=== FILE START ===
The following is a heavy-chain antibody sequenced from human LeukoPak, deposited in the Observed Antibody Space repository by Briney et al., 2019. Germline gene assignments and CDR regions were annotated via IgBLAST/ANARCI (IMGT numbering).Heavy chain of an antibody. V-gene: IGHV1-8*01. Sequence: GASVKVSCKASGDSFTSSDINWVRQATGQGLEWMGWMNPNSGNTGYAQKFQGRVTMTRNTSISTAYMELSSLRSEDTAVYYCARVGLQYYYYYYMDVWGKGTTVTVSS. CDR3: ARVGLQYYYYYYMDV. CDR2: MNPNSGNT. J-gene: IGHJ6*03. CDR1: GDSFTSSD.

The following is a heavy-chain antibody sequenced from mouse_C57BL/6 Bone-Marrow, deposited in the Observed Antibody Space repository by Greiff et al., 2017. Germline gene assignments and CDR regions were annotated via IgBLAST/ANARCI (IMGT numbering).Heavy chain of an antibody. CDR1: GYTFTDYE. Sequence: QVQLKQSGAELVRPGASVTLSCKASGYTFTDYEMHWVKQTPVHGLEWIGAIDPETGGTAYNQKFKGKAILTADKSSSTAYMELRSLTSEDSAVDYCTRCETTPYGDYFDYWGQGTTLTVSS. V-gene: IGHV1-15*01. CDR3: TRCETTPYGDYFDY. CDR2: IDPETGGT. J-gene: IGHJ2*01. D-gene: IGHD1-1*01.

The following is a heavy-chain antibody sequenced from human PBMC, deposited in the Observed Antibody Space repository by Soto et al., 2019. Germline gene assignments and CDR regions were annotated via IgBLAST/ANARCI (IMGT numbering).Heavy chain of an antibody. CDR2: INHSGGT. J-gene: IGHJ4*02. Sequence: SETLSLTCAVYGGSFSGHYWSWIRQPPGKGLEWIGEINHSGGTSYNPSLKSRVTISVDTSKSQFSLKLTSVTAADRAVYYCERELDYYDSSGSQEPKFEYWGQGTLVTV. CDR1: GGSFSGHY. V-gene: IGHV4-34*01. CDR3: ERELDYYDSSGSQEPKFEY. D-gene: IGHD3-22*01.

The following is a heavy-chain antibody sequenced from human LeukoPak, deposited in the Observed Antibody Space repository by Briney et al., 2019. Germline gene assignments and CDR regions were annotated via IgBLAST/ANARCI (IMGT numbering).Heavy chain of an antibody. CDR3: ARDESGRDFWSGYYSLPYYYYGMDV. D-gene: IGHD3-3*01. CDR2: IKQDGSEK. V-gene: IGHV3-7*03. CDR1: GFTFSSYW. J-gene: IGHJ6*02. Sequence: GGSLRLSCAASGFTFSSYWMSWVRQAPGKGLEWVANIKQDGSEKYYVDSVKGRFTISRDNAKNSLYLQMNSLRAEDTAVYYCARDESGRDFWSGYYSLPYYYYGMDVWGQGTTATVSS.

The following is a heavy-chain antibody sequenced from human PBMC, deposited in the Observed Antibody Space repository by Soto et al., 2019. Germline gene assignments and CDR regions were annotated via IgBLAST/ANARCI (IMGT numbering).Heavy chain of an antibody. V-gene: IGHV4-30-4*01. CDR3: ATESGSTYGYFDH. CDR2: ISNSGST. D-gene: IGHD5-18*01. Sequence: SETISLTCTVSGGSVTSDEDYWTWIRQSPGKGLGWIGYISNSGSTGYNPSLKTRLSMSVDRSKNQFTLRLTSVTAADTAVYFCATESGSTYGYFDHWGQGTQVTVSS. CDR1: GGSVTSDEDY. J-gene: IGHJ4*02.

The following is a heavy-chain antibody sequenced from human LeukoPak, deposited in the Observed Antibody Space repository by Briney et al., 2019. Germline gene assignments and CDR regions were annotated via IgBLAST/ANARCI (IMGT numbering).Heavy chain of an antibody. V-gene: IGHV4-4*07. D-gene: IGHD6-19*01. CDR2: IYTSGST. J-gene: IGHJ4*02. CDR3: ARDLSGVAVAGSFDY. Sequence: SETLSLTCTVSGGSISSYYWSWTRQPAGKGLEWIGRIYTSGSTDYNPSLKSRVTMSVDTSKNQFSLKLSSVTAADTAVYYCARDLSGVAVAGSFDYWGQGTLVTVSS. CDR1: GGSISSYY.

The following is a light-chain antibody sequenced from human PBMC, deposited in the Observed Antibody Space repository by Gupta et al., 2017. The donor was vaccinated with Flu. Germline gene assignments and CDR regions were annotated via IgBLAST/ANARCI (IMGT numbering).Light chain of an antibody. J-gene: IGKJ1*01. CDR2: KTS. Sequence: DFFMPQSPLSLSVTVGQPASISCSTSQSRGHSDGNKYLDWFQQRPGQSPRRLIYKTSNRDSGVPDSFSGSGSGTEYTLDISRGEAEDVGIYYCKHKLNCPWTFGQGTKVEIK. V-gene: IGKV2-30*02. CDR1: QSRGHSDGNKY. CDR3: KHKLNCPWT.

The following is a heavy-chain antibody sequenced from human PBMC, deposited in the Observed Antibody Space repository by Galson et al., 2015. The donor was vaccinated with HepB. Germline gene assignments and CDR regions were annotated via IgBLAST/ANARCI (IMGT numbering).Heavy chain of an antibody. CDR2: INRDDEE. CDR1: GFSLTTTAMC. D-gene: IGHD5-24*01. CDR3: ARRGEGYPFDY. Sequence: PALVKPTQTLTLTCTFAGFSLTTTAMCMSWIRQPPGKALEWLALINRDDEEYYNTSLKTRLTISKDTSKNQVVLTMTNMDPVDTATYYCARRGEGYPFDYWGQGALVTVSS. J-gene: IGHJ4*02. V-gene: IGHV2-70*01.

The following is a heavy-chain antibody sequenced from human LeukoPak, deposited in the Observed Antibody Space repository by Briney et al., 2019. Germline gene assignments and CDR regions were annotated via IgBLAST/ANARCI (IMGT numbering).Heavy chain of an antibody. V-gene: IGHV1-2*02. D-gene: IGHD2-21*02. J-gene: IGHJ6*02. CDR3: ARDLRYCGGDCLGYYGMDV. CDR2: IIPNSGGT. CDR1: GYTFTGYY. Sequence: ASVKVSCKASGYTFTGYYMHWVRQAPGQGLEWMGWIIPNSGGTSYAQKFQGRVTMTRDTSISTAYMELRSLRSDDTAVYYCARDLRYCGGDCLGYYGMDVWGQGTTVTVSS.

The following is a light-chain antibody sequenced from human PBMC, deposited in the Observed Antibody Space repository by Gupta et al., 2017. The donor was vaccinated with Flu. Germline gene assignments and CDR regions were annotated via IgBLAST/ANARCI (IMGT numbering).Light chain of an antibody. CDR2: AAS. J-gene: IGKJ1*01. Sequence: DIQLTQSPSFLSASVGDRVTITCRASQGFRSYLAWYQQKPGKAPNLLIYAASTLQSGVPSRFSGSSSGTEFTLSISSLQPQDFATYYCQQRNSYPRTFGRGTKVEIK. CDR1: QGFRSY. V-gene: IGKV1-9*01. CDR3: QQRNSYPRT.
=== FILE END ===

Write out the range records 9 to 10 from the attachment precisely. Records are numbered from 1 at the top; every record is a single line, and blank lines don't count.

The following is a heavy-chain antibody sequenced from human LeukoPak, deposited in the Observed Antibody Space repository by Briney et al., 2019. Germline gene assignments and CDR regions were annotated via IgBLAST/ANARCI (IMGT numbering).Heavy chain of an antibody. V-gene: IGHV1-2*02. D-gene: IGHD2-21*02. J-gene: IGHJ6*02. CDR3: ARDLRYCGGDCLGYYGMDV. CDR2: IIPNSGGT. CDR1: GYTFTGYY. Sequence: ASVKVSCKASGYTFTGYYMHWVRQAPGQGLEWMGWIIPNSGGTSYAQKFQGRVTMTRDTSISTAYMELRSLRSDDTAVYYCARDLRYCGGDCLGYYGMDVWGQGTTVTVSS.

The following is a light-chain antibody sequenced from human PBMC, deposited in the Observed Antibody Space repository by Gupta et al., 2017. The donor was vaccinated with Flu. Germline gene assignments and CDR regions were annotated via IgBLAST/ANARCI (IMGT numbering).Light chain of an antibody. CDR2: AAS. J-gene: IGKJ1*01. Sequence: DIQLTQSPSFLSASVGDRVTITCRASQGFRSYLAWYQQKPGKAPNLLIYAASTLQSGVPSRFSGSSSGTEFTLSISSLQPQDFATYYCQQRNSYPRTFGRGTKVEIK. CDR1: QGFRSY. V-gene: IGKV1-9*01. CDR3: QQRNSYPRT.